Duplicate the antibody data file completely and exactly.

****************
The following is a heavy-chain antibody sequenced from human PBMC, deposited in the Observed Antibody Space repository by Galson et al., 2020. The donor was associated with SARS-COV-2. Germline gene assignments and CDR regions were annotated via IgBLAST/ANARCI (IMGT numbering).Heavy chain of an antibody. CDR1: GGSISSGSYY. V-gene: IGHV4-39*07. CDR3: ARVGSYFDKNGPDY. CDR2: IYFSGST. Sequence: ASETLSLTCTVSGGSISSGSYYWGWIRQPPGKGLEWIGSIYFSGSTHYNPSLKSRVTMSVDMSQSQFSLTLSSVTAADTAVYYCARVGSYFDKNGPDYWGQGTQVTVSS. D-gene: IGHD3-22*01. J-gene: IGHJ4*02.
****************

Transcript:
The following is a heavy-chain antibody sequenced from human PBMC, deposited in the Observed Antibody Space repository by Galson et al., 2020. The donor was associated with SARS-COV-2. Germline gene assignments and CDR regions were annotated via IgBLAST/ANARCI (IMGT numbering).Heavy chain of an antibody. CDR1: GGSISSGSYY. V-gene: IGHV4-39*07. CDR3: ARVGSYFDKNGPDY. CDR2: IYFSGST. Sequence: ASETLSLTCTVSGGSISSGSYYWGWIRQPPGKGLEWIGSIYFSGSTHYNPSLKSRVTMSVDMSQSQFSLTLSSVTAADTAVYYCARVGSYFDKNGPDYWGQGTQVTVSS. D-gene: IGHD3-22*01. J-gene: IGHJ4*02.